When thinking about cyber and fraud attacks, people tend to picture a malicious software or bug clinging to company files and acquiring all of the company’s information. However, fraud and cyber attacks have become easier. So easy that now your boss can be the one to trigger an attack. This happens through a cyberattack called “Executive Impersonation.”

Executive Impersonation is an attack trend, part of a set of attacks labeled Business Email Compromise (BEC). According to the Federal Bureau of Investigation, BEC attacks have been reported in all 50 states and in 100 countries, costing companies to lose $3.1 billion globally.

BEC is a cyber scam that targets companies who host money internationally or who work with foreign suppliers and businesses regularly.

Specifically, Executive Impersonation is where thieves use the internet, social media and out-of-office email responses to trick executives into wiring money to a foreign bank account.

Criminals obtain vital information such as: travel dates, email addresses and names of employees responsible for the company’s finances by snooping on LinkedIn, monitoring status updates on Facebook and by posing as recruiters to gain access to directories.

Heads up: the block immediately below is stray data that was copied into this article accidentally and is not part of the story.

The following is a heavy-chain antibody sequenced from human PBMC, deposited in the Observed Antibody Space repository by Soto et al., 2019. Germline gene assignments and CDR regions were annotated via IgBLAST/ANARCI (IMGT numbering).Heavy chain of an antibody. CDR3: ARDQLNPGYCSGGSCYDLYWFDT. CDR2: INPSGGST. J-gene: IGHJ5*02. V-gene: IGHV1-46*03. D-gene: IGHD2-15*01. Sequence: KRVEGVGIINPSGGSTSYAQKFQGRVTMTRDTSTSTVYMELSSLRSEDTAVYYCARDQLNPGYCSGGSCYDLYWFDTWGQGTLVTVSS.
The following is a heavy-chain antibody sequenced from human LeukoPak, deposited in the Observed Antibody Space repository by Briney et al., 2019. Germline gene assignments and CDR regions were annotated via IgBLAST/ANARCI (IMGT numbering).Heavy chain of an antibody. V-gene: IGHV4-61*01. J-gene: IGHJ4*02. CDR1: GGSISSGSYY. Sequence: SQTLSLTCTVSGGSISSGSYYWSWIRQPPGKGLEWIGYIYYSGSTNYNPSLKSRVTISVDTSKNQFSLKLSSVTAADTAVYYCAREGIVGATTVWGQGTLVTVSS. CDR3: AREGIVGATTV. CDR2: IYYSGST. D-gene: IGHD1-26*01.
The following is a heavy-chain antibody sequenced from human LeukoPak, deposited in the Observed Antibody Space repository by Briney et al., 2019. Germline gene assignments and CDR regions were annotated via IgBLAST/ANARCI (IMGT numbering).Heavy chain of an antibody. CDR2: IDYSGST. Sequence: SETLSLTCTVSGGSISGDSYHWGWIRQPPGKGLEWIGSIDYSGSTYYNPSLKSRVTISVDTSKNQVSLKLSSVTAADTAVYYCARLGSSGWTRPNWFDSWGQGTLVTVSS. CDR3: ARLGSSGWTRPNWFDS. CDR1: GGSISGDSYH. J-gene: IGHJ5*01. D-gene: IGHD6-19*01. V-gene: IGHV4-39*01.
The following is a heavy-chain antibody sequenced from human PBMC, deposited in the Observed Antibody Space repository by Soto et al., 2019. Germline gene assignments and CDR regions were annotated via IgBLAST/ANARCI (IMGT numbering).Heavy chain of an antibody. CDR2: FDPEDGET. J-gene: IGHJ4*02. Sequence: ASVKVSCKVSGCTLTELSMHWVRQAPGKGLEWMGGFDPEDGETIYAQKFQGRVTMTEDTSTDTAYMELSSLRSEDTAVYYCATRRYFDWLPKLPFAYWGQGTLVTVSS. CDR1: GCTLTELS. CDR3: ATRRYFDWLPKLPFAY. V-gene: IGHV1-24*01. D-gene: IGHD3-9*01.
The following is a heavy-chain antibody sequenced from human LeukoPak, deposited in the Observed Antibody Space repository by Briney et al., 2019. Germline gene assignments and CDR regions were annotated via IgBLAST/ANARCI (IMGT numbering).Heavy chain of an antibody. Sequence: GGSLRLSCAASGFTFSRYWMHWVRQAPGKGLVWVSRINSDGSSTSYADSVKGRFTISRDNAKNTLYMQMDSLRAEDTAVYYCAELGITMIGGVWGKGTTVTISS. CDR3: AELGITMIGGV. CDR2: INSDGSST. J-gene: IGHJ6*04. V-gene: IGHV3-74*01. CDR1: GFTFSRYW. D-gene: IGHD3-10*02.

Fraudsters then confirm that the actual executive is gone by tracking out-of-office replies. After confirming, the attacker sends an email asking the employee, who oversees finances, to wire funds to a foreign location to assist with an “urgent, high-stakes deal.”

Messages appear authentic and are untraceable, as they come from one-time-use email accounts that are almost identical to the company’s email accounts. For example, if an actual address is CEO@vidcom.com, the fake address might be CEO@vidicom.com

Due to Executive Impersonation’s pervasiveness, the American Institute of CPAs published preventative steps in their September 2016 fraud report. The report presents studies of companies who have suffered from this type of attack and offers steps to recognize and avoid it.

Your company can help to prevent an executive impersonation attack with proper internal control procedures such as:

  1. Requesting dual authorization and verification by having two executives and/or a financial partner in place to review and approve requests.
  2. Providing regular staff training and announcements to keep staff aware of current threats and attacks.
  3. Choosing the right financial partner to advise your company on best practices, identify fraud activity and educate your company on current threats.

Don’t let weak internal controls expose your business to losses, fraud and material errors. Contact a specialist at Conexus CPA Group to learn how we can design, assess, implement and strengthen your internal controls to protect your company.